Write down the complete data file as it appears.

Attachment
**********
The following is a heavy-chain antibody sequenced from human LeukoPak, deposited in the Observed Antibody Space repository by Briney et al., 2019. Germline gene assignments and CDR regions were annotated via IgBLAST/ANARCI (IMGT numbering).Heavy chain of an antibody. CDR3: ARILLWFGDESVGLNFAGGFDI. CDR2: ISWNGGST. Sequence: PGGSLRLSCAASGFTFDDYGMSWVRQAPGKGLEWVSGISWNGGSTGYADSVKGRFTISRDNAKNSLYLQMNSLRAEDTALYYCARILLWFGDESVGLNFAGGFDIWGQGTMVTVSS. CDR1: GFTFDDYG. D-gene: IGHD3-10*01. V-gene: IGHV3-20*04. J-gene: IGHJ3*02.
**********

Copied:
The following is a heavy-chain antibody sequenced from human LeukoPak, deposited in the Observed Antibody Space repository by Briney et al., 2019. Germline gene assignments and CDR regions were annotated via IgBLAST/ANARCI (IMGT numbering).Heavy chain of an antibody. CDR3: ARILLWFGDESVGLNFAGGFDI. CDR2: ISWNGGST. Sequence: PGGSLRLSCAASGFTFDDYGMSWVRQAPGKGLEWVSGISWNGGSTGYADSVKGRFTISRDNAKNSLYLQMNSLRAEDTALYYCARILLWFGDESVGLNFAGGFDIWGQGTMVTVSS. CDR1: GFTFDDYG. D-gene: IGHD3-10*01. V-gene: IGHV3-20*04. J-gene: IGHJ3*02.